The purpose of insurance is to transfer to an insurer the policyholder's risk of suffering a monetary loss should an unpredictable event happen. For example, fire insurance protects you from a large monetary loss should your house burn down. Insurance companies are able to provide such a service by correctly estimating the chances of such an accident happening and charging each customer an amount that is equal to the expected loss from an accident.

The expected loss is equal to the probability that a loss will occur times the cost of the loss. For example, if there is a 1 percent chance that your house will burn down during the year, and it will cost $100,000 if it does burn down, then the expected loss is equal to 1 percent of $100,000, or $1,000 per year. Most people are risk-averse and therefore will purchase insurance even if the premium is a little more than the expected loss, rather than self-insure or take on the risk themselves. This is generally the case because individuals cannot easily spread the risk of the loss on their own. While the chance of your house burning down is small, if it does you may not be able to replace it, so you buy insurance.

Insurance companies earn a profit by spreading the risk and charging a little more than the expected loss. If an insurer has 1 million customers, then it can expect that a large number of houses will burn down, but if it has calculated the risk correctly, then it can expect to have enough money from premiums to make the payments.

Insurers may charge premiums that are less than the expected loss if they can invest the premiums and the losses occur much later. Insurance companies primarily invest in fixed-income securities, which have a return that is generally less than the equity market, but carry much less risk. (Bonds still involve risk, including the solvency of the borrower and price volatility if the bond cannot be held to maturity due to cash flow problems.) Because the rate of return on investment is not risk-free, it is important that companies correctly estimate the probability and cost of an accident.

For an insurance company to cover its costs, and thus provide insurance in the first place, it must use whatever information it has available to help it better calculate expected losses from accidents-not only for its entire customer base, but also for smaller groups within its customer base that have different expected losses. For example, suppose that we know that people who have accumulated speeding tickets are more likely than drivers who have not received a ticket to have an accident. Successful insurance companies will use this information when setting premiums that are sufficient to cover their expected costs.

Conversely, were government policies to preclude auto insurers from using this information, then the insurers will take on more risk than they would otherwise have to, and would have to charge higher premiums for everybody. Such policies make it more expensive to provide insurance, and thus lead to higher premiums and encourage those who have low income, low expected losses, or both, to avoid purchasing insurance.

Another way to raise insurance premiums is to require insurance companies to offer only policies that provide high amounts of coverage. For example, if insurers could only sell fire insurance policies that had no deductible, they would have to charge much higher premiums in order to stay in business, since the loss to be covered would be greater than if the individual policy holders had the option of paying a deductible.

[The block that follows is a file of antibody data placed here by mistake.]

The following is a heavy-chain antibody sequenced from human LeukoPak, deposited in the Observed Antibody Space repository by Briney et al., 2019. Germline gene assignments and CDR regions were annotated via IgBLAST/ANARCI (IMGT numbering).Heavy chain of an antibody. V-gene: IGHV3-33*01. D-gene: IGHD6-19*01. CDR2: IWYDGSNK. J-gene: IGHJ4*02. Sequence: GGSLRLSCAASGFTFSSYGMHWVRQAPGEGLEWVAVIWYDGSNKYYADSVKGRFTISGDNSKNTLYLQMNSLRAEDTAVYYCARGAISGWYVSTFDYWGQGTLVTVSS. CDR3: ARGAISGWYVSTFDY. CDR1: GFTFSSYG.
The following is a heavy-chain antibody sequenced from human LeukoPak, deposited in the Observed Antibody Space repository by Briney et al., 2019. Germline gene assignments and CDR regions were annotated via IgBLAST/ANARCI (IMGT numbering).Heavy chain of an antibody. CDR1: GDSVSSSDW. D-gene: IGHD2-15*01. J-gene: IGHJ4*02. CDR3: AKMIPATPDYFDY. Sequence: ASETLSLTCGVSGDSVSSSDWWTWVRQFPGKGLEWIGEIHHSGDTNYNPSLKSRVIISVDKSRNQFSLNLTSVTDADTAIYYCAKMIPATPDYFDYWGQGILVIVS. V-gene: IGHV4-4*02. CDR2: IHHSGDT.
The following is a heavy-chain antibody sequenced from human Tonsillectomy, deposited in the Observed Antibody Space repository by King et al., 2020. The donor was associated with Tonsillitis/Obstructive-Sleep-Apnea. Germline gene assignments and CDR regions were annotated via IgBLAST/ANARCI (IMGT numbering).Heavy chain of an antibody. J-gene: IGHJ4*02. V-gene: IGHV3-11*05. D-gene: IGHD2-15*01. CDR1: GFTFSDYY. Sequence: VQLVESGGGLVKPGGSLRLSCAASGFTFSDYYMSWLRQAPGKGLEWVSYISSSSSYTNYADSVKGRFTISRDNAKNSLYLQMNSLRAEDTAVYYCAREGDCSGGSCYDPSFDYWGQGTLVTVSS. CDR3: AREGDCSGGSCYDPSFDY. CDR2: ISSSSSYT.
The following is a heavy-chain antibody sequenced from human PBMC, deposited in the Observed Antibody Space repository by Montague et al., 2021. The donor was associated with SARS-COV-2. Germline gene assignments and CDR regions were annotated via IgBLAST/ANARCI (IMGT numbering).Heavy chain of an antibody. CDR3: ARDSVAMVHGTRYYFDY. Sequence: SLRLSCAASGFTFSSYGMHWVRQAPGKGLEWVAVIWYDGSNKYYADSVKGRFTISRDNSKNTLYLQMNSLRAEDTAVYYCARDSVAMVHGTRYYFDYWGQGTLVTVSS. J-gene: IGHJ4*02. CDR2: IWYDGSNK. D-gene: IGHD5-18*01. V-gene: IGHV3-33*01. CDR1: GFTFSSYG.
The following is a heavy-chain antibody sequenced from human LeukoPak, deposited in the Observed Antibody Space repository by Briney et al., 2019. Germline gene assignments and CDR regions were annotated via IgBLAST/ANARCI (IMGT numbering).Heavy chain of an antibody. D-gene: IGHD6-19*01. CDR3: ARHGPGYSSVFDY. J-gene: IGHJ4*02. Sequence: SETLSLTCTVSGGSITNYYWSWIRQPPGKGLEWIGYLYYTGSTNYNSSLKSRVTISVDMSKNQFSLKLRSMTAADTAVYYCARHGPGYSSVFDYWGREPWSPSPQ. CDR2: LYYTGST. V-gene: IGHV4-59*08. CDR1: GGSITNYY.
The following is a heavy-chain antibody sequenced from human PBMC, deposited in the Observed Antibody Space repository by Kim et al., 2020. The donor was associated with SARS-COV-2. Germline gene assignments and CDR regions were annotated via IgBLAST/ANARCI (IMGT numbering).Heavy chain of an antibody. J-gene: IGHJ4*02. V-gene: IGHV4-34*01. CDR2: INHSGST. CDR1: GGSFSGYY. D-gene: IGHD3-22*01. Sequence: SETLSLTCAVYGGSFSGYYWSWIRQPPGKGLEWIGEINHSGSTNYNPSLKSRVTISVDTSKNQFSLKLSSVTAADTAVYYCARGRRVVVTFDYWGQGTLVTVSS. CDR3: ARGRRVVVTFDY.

An important consideration to keep in mind when discussing insurance is the problem known as moral hazard. This is the problem that arises when a person is insured against a specific risk and the security provided by that insurance discourages him or her from taking optimal precautions against incurring an accident. For instance, if you have car insurance, then you may be less likely to drive as carefully as you would if you did not have insurance. (In the automobile insurance market this is likely mitigated by the fact that a car accident may cause physical damage or bodily injury that the driver may wish to avoid even if he was compensated for the financial cost of the accident.)

There is a related problem to moral hazard, which studies have found to have a significant effect on insurance premiums — third party payment. This problem particularly besets medical insurance. When an individual suffers an injury and the insurance company must pay all — or nearly all — medical costs, both the injured party and those who are delivering treatment will have every incentive to choose very expensive treatments even if the added value of those treatments is small. We have all seen the advertisement for the motorized wheel chair that we are told is "free" to individuals covered by Medicare. With a price of zero, people who have no idea what the cost of these wheelchairs actually is will be more likely to demand them.

This encourages the use of very expensive treatments and makes it difficult for insurance companies to figure out the expected loss from an accident because the insurer's liability is not limited. As noted above, the insurer must correctly estimate the probability and cost of an accident in order to set a premium that allows it to stay in business. If the insurer does not know what the liability will be then it will not be able to set premiums with any degree of accuracy, and in order to protect itself from bankruptcy will set premiums higher than if the liability were limited.